Driving Safety Tips: 5 Common Mistakes to Avoid
Whether you're traveling in your own home town or in a city far, far away, many of us go on auto-pilot when we slip behind the wheel. Unfortunately, that type of complacency, and can put you and others at risk. Take a look at these five common driving mistakes – and how to correct them:
- You get distracted easily. Even on vacation, we all have responsibilities to think about, plus phones that buzz us constantly, kids that chit-chat, ask for things and argue, and even pets that need to be minded, but when we're in the car, focusing on the road should be our one and only concern. So, if you can't seem to keep your eyes (and hands) off your phone, turn it off and pop it in the trunk, along with your bag. As for you family members, lay some ground rules and make sure your kids know the consequences of breaking them. Finally, when you're traveling with Fido, seat him in an area that's safe for both of you. You can even strap him in with a dog-friendly seat belt if he's prone to leaving his spot.
- You're focusing on the wrong things. It's natural to focus on the destination, not the journey, but when it comes to driving, it's all about the journey. So instead of zeroing in on road signs and exit numbers, what we need to do is focus on those immediately around us.
- You drive aggressively. Whether you're late, lost, annoyed, or just having a bad day, there's no excuse for taking your frustration out on those on the road. Not only do tailgating, speeding, stopping fast, and weaving in and out of traffic put you at risk, it also puts everyone on the road in harm's way. And while it may seem like one of the more obvious driving safety tips, it's one that can save lives (and can help you avoid paying plenty in traffic tickets).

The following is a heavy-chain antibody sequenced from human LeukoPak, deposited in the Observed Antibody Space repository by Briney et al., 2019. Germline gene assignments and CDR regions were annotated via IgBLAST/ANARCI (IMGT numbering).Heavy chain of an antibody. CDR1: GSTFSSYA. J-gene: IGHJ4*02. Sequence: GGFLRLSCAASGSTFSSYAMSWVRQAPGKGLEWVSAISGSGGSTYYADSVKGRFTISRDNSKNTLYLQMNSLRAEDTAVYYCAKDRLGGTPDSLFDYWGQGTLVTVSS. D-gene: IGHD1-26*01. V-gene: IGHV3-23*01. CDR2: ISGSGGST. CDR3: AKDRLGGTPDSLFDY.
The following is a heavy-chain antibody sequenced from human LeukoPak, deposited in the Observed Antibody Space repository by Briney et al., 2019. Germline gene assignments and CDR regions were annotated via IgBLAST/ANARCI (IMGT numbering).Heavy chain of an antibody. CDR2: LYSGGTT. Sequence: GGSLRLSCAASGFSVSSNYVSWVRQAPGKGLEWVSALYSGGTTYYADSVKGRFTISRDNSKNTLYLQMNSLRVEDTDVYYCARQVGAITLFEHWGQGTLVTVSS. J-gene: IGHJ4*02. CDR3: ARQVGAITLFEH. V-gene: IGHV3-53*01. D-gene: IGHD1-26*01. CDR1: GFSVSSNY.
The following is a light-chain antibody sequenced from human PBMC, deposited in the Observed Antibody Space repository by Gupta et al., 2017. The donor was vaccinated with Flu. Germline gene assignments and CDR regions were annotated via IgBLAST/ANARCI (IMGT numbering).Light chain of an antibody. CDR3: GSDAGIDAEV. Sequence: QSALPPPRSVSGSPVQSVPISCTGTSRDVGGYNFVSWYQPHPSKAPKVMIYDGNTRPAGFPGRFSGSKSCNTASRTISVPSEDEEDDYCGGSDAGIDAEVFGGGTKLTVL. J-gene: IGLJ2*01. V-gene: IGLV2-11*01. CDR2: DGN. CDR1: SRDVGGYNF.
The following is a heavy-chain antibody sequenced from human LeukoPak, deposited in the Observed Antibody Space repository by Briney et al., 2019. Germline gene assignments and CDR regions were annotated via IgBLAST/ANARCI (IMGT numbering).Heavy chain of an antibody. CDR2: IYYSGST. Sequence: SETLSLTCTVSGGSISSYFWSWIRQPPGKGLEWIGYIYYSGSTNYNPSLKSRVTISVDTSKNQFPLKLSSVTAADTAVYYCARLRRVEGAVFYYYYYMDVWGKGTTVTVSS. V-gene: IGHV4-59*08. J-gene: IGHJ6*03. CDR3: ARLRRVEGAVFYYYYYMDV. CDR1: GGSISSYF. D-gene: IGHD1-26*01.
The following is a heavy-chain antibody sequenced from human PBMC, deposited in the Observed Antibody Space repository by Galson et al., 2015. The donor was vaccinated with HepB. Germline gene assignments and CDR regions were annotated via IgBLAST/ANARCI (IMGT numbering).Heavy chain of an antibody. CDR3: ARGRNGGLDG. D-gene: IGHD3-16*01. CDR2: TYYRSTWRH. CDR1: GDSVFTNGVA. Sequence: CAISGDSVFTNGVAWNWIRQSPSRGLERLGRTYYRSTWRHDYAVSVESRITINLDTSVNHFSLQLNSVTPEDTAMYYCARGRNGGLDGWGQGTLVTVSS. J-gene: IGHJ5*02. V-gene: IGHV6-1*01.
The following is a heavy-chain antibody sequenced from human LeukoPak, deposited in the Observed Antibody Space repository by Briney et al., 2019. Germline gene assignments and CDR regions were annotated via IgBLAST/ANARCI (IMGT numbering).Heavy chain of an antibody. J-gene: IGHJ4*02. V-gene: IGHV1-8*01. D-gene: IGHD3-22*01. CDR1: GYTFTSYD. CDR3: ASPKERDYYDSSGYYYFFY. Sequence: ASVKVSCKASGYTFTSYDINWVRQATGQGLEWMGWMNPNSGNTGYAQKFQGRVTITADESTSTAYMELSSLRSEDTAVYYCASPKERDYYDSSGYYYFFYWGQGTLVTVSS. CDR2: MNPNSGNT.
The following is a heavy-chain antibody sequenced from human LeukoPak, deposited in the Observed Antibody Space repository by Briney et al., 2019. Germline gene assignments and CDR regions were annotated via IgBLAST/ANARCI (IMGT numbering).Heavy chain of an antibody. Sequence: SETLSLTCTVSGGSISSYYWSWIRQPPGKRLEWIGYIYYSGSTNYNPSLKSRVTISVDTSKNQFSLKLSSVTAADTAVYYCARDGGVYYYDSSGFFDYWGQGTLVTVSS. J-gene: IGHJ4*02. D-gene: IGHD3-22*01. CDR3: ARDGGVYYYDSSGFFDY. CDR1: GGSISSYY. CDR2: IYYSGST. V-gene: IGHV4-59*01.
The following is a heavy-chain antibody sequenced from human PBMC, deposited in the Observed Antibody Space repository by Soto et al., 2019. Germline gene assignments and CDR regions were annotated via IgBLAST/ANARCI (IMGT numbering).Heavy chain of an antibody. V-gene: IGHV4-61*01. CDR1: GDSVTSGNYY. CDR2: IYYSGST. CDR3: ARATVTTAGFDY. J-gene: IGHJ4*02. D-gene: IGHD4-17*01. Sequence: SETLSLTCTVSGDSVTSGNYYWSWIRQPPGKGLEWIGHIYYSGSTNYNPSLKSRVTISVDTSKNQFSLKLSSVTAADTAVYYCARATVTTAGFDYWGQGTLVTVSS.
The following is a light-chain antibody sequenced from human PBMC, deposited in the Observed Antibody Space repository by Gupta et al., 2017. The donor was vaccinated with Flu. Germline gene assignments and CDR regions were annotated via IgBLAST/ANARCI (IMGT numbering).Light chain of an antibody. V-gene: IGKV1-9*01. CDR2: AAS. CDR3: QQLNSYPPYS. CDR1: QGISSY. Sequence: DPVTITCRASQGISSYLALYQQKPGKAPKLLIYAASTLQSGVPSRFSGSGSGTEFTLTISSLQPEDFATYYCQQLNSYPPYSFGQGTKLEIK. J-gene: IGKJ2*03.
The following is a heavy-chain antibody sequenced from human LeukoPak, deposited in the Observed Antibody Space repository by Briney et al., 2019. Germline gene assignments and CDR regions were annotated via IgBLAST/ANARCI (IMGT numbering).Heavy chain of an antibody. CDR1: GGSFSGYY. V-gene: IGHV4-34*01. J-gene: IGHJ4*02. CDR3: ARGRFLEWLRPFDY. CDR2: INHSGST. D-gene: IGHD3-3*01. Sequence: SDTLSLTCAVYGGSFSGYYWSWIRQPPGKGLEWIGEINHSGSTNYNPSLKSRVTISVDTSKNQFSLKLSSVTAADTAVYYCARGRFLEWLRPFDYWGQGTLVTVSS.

- You signal too early, too late, or not at all. Whether you misjudge your turn or you're just spacing out, when you apply your turn signal too early, too late, or not at all, you put everyone at risk of an accident. Ideally, you should apply your turn signal 100 feet before initiating a turn, and at least five seconds before changing lanes.
- You drive when you're tired. Although it's not often talked about, driving while tired is a common driving mistake that can also be deadly. In fact, according to a National Highway Traffic Safety Administration study, “an estimated 1.35 million drivers have been involved in a drowsy driving related crash in the past” – so take care and make sure that you're well rested before getting behind the wheel. If you're not, try to take a nap before hitting the road or let a friend or family member slip into the driver's seat – so you (and everyone on the road) can make it home safely.